Being right makes it all wrong
The entire NCAA structure is in violation of some laws while it is trying to adhere to the standard of other laws. The model is so flawed that the only way to fix it is to have people vote themselves less money and power. It's easy to agree that won't be happening.
Simply put, teenage football and basketball players make millions of dollars for adults in exchange for a scholarship worth much less. Any administrator who tries to act like that's an even swap is an arrogant fool.
However, it's also not just the fat cat administrators gravy-training off of teenage boys. Other teenage boys and teenage girls are also gravy-training off of teenage boys. How can there be women's lacrosse without men's basketball? Track is eliminated without the TV money paid to broadcast college football. College baseball isn't having a 64-team tournament with the 15 teams across the country who would survive without the cash from the NCAA basketball tournament. A lot of the money generated by football and the men's basketball tournament goes right into the other sports.
Every judge is supposed to work within the parameters of the case before them. When the NLRB ruled that Northwestern players could unionize, it was the right decision because those players are being treated like employees. Yet, the decision to allow unionization will only make it more impossible to follow the guidelines set by Title IX.
Women's groups could bring Northwestern into a legal entanglement with the EEOC if the school is forced to employ 85 men to play football but won't hire women's tennis players. Is Northwestern football now exempt from Title IX issues since they are employees and not part of the education system? If an athletic department is part of the state's educational system, couldn't their hiring practices be called into question when they have no women on the football coaching staff?
Football and men's basketball pay for everything. It's not an equality issue; it's a marketplace issue. No matter how much you try to force it down the throat of the general public, the masses of sports fans don't care about women's basketball. Chances are very high that no matter how much soccer is thrown at you, you don't care. It's not sexist, it's reality. Men's wrestling teams are mooching just as much as women's soccer teams.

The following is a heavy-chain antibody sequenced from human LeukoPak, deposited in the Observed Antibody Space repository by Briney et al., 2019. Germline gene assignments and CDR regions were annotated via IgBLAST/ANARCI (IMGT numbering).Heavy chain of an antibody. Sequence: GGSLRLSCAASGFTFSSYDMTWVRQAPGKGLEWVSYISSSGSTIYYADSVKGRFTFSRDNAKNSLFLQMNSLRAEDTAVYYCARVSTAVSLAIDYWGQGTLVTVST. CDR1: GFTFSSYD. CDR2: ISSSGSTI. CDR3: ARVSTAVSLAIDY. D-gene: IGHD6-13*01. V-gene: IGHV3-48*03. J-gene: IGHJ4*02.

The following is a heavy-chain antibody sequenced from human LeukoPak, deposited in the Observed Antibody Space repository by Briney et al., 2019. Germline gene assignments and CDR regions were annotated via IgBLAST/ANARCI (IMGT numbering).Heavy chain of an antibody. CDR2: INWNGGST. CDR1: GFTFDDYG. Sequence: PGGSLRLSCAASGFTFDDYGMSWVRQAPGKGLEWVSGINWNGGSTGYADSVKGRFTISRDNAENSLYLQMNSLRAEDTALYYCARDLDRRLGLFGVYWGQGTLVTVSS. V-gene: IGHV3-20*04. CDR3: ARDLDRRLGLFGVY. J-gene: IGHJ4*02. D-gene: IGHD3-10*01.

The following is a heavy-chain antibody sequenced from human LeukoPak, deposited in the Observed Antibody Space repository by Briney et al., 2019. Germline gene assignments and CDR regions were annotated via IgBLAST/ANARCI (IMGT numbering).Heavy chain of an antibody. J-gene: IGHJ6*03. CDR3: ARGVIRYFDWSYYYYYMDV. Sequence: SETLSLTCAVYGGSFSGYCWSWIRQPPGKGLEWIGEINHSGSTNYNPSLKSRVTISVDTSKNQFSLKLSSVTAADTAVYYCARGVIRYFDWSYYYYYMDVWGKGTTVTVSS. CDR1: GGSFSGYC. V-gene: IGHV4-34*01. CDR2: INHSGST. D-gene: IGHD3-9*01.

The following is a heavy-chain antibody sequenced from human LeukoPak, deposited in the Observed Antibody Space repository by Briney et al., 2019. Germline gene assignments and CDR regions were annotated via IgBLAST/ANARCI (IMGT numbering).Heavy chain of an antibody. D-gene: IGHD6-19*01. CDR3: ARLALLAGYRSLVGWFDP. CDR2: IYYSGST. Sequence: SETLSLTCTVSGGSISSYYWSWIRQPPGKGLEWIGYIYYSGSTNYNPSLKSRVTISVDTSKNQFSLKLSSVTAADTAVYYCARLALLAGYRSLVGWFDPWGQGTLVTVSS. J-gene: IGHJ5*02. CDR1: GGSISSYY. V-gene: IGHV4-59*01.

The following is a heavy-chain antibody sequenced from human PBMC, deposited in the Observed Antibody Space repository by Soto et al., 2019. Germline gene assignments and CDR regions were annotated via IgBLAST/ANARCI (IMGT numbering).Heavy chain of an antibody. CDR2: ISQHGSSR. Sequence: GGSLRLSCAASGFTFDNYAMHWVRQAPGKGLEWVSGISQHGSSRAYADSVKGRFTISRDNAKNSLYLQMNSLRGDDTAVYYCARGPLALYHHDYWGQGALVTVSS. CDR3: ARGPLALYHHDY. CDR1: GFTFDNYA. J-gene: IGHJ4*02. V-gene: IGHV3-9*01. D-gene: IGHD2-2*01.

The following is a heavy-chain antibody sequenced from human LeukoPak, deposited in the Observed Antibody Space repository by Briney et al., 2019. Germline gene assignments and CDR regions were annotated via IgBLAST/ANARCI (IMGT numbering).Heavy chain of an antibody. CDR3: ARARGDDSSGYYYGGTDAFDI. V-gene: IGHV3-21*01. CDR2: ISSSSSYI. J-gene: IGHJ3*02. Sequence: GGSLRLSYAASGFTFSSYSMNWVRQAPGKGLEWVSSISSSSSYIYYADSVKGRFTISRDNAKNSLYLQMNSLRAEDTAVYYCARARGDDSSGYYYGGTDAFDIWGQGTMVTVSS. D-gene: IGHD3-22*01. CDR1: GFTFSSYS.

The problem here is every single court case that whittles away one aspect of the NCAA model makes it impossible for the NCAA to withstand an attack on a completely different flank.
I don't feel bad for the NCAA. They deserve this. Colleges are the ones that allowed fountains in football offices. Universities accepted athletic director contracts that paid $18,000 bonuses for one wrestler winning a national title when the wrestler gets a trophy.
Concessions and ideas should have been floated with one goal in mind: how are we going to share the revenue with the labor that is creating it? The NCAA decided to hire more administrators. Colleges spent the money on more adults to run the program or better facilities to compete for better teenagers they weren't willing to pay. Colleges never wanted to share the money with the athletes. Universities never showed the foresight to invest in the future of the athlete. Universities could easily afford to put football players on a state healthcare plan. Basketball teams can make an agreement that a four-year player has a scholarship for life for he and his family.
The real losers are the Olympic sport athletes who will lose college athletics if the trend continues to its logical conclusion in 15 years. The winners are the labor union leaders who will now represent college athletes and make union dues based on the massive amounts of money that is now being funneled to the athletic administrations.
It's amazing there all these adults fighting in the best interests of the kids when they all disagree what's in the best interest of the kids. The only thing that will end up happening is the NCAA will no longer exploit the kids playing men's basketball and football. Those kids will simply be exploited by someone else.
Doug Franz, Co-host of Doug & Wolf